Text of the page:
Some of the advice provided by Monte now seems dubious at best. Flowing from his reasoning that power equates to heaviness, runners are advised to store their strength in the chest in order to avoid impeding the legs. Monte consequently prescribes wearing a tight belt at the loins that would prevent the runner from breathing naturally, locking both his breath and strength high up in the chest.[9] By contrast, we would nowadays consider it advisable not to impede your breath while exercising. Learning to judiciously apply your strength is still a part of martial arts training today, however, as a body that is tensed up becomes rigid and loses its agility. To this end, even a fifteenth-century fitness influencer expresses a simple truth, crucial for anyone wishing to learn physical exercise. We can speak of exercising. We can reason about its benefits. If we want to get more of the Dutch population moving, however, we also need to recognize that exercise involves a kind of learning that is easier done than said. Merely telling people to go out for 150 minutes a week and ‘do exercise’ is bound to cause frustration. Bodies will not always be cooperative in meeting the target metric and, if that is the only measure of success, the learning curve towards it becomes a frustrating obstacle. Developing a new feel for your body moving in space can also become a goal in itself, however, transforming exercise into a growing sense of empowerment offering lasting joy.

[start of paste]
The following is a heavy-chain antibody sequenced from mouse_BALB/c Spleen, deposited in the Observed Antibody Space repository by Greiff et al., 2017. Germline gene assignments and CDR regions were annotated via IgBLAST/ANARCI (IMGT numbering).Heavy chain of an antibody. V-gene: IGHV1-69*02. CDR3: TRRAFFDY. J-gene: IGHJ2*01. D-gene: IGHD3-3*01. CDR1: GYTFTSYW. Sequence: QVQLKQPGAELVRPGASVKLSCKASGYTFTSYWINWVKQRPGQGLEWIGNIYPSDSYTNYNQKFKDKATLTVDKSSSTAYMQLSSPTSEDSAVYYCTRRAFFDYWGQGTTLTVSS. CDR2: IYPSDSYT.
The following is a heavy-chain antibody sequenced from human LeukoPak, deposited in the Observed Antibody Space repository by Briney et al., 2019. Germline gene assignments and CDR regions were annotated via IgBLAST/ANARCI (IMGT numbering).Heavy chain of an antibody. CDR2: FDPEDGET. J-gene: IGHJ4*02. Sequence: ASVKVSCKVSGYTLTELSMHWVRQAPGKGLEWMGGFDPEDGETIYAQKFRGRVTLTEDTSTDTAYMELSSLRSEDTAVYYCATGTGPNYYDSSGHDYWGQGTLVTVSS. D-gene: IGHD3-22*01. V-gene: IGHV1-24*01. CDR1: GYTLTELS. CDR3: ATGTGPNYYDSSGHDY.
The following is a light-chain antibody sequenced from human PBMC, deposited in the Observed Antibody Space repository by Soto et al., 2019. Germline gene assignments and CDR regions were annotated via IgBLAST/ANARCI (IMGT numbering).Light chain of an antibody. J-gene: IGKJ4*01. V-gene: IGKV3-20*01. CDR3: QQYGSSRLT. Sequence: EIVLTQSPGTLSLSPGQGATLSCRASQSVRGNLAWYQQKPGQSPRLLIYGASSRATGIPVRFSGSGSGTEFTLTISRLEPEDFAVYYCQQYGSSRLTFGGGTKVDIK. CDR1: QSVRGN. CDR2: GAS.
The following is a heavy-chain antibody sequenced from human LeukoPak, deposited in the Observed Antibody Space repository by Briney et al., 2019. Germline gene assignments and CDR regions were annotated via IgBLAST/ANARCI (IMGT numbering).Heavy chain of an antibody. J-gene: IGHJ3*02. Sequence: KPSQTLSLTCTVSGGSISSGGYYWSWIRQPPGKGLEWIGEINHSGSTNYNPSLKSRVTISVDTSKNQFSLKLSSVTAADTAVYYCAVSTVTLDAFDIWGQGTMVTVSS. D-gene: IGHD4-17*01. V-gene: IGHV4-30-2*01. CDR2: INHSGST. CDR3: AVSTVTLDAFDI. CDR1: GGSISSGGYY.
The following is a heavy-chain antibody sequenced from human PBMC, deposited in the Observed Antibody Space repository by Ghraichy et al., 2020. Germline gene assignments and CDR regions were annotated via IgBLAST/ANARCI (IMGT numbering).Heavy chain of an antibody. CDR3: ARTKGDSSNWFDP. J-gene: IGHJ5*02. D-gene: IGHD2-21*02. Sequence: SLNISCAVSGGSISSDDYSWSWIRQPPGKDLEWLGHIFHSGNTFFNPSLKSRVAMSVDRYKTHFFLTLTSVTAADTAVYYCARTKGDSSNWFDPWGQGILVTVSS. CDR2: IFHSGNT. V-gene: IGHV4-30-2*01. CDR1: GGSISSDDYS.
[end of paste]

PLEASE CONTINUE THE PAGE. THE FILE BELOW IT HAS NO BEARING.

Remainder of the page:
[1] Maarten van Ooijen, Secretary of the Department of Public Health, Welfare and Sport. Preventiebrief t.b.v. Leefstijldebat 24 maart 2022. The Hague: Department of Public Health, Welfare and Sport, 24 March 2022, p. 3. (https://open.overheid.nl/repository/ronl-06fde1fcdc6ca2473d3598b90b04be53e83f6ac5/1/pdf/kamerbrief-over-preventiebrief-tbv-leefstijldebat-24-maart-2022.pdf)                                                   

[2] For reference, only 53% of the population managed to meet this requirement in 2020, ibidem.

[3] Anoukh van Giessen et al. Voortgangsrapportage Nationaal preventieakkoord 2020. Bilthoven: National Institute for Public Health and the Environment (RIVM), 2021, pp. 43-44. (DOI 10.21945/RIVM-2021-0098)

[4] “nostro messer Pietro Monte, il qual, come sapete, è il vero e solo maestro d’ogni artificiosa forza e leggerezza, cosí del cavalcare, giostrare e qualsivoglia altra cosa.” Baldassare Castiglione, Il Libro del Cortegiano, ed. Giulio Preti (Turin: Einaudi, 1965), 42-43.

[5] Pietro Monte (1509), “Exercitiorum atque artis militaris collectanea in tres libros distincta,” trans. Jeffrey Forgeng, in Pietro Monte’s Collectanea, the arms, armour and fighting techniques of a fifteenth-century soldier, ed. Jeffrey L. Forgeng (Melton: Boydell & Brewer, 2018), 37.

[6] Ibidem.

[7] Pietro Monte (1492), “De Dignoscendis Hominibus, Liber Quintus,” trans. Jeffrey Forgeng, in Pietro Monte’s Collectanea, the arms, armour and fighting techniques of a fifteenth-century soldier, ed. Jeffrey L. Forgeng (Melton: Boydell & Brewer, 2018), 275-276.

[8] Idem, 235.

[9] Idem, 254.